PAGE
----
Culture, Book Choice and Engagement 33 Female Kindergarten Students' Book Choices : Natasha (African American Female) Jamaica's Find Why'd you choose that book instead of the others? "It's a girl. I like her braids. She has big braids." Claire (Hispanic Female) A Box Full of Kittens Why'd you choose that book instead of the others? "Because I like that book." Pamela (Hispanic Female) The Sandwich Swap Why'd you choose that book instead of the others? "There's two. They're friends." Which girl do you like better? (Pointed to the Caucasian character). Emma (Hispanic Female) Jamai ca's Girl Why'd you choose that book instead of the others? "Girl!" Nicole (Caucasian Female) Jamaica's Find Why'd you choose that book instead of the others? "I read it before at my old school. She looks like my friend Nyla and Natasha ( Nicole 's Classroom Buddy). Lauren (Caucasian Female) A Box Full of Kittens Why'd you choose that book instead of the others? "Because I like kittens." *Students' names changed to ensure confidentiality.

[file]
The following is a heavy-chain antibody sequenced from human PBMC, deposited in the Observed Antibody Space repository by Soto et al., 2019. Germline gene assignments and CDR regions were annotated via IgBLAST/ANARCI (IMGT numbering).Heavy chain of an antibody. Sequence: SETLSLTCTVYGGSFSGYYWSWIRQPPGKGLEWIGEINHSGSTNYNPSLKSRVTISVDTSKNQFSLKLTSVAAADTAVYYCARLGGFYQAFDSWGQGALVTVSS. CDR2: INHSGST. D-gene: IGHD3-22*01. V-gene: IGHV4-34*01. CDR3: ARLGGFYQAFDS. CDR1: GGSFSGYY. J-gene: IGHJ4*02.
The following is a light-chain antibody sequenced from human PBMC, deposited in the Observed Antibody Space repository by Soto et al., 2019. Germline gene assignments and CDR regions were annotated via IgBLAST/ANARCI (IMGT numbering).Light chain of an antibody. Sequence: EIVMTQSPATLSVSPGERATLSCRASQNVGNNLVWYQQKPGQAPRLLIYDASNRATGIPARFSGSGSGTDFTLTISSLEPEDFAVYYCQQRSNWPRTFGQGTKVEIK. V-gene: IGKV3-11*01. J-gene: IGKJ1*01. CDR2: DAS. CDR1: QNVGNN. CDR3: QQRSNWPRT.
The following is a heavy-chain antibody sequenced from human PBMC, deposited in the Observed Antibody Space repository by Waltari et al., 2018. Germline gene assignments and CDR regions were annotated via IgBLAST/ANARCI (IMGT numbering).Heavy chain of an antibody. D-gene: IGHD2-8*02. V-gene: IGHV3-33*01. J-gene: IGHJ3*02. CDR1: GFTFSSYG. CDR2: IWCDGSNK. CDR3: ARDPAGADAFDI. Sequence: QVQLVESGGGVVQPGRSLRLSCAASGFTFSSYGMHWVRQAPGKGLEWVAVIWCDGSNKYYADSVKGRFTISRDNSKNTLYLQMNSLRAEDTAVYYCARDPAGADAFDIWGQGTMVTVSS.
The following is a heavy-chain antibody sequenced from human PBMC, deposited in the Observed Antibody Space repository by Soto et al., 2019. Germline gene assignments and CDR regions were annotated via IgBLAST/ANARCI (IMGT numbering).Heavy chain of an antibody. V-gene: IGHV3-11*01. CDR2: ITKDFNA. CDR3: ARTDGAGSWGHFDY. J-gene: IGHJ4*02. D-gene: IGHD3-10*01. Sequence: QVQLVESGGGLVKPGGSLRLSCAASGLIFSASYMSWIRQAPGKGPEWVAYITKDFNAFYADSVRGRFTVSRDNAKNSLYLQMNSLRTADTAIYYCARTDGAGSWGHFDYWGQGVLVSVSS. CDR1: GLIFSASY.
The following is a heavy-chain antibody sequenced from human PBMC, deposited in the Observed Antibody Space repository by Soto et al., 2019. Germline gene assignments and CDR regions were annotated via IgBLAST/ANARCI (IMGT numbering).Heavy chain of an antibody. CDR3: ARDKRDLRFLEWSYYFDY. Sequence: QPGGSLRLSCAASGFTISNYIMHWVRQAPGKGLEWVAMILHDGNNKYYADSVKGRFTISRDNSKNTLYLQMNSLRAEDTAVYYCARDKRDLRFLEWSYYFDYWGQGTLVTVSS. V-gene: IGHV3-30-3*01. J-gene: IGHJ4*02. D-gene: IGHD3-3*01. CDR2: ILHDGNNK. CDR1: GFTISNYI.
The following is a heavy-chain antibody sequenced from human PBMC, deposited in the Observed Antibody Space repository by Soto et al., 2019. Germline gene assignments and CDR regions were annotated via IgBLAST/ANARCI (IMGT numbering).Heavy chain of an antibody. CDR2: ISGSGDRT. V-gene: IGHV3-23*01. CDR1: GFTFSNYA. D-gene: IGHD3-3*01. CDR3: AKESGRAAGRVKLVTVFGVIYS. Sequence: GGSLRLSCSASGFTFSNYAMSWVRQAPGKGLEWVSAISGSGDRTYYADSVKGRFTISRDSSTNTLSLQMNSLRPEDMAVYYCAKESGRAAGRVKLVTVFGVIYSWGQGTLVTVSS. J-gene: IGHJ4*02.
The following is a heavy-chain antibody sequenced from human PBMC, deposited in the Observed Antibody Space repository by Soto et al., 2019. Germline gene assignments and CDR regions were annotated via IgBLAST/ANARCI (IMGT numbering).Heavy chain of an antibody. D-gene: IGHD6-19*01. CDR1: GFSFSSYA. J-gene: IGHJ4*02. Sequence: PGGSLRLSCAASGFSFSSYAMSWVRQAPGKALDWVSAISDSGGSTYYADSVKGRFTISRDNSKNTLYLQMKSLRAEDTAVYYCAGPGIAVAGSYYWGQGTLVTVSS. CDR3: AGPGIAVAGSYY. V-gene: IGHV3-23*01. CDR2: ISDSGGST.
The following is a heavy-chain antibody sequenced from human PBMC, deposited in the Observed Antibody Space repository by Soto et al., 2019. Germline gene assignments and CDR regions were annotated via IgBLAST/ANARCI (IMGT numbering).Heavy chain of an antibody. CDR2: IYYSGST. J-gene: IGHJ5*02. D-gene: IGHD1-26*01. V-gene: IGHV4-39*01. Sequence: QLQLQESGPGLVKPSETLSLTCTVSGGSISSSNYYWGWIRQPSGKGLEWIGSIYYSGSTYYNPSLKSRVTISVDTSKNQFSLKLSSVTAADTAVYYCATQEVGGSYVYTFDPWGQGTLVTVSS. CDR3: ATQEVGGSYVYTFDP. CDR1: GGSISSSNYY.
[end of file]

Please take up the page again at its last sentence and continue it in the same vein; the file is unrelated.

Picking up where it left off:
Culture, Book Choice and Engagement 34 Appendix B Independent Student Book Selection Titles Kindergarten Boys' Book Selections Rank Title (Author, Year) Main Character's Gender Main Character's Race/Ethnicity 1 Gracias, Thanks (Mora, 2009) Male Hispanic 2 Alexander and the Terrible, Horrible, No Good, Very Bad Day (Viorst, 1972) Male Caucasian 3 Henry's Freedom Box: A True Story from the Underground Railroad (Levine, Peete & Millner, 2002) Male African American Kindergarten Girls' Book Selections Rank Title (Author, Year) Main Character's Gender Main Character's Race/Ethnicity 1 Jamaica's Find (Havill, 1986) Female African American 2 A Box Full of Kittens (Manzano, 2007) Female Hispanic 3 The Sandwich Swap (Al Abdullah & DiPucchio, 2010) Female Caucasian and Arabic
Culture, Book Choice and Engagement 35 Children's Literature References Abdullah, Q.R. & DiPucchio, K. (2010). The sandwich swap. New York. NY: Hyperion Books for Children. Havill, J. (1986). Jamaica's find. New York, NY: Houghton Mifflin Company. Levine, E., Peete, E. & Milner, D. (2002). Henry's freedom box: A true story from the Underground Railroad. New York, NY: Scholastic Press. Manzano, S. (2007). A box full of kittens. New York, NY: Anthenum Books for Young Readers. Mora, P. (2009). Gracias, thanks. New York, NY: Lee a nd Low. Viorst, J. (1972). Alexander and the terrible, horrible, no good, very bad day. New York, NY: Antheneum Publishers, Macmillan Publishing Company.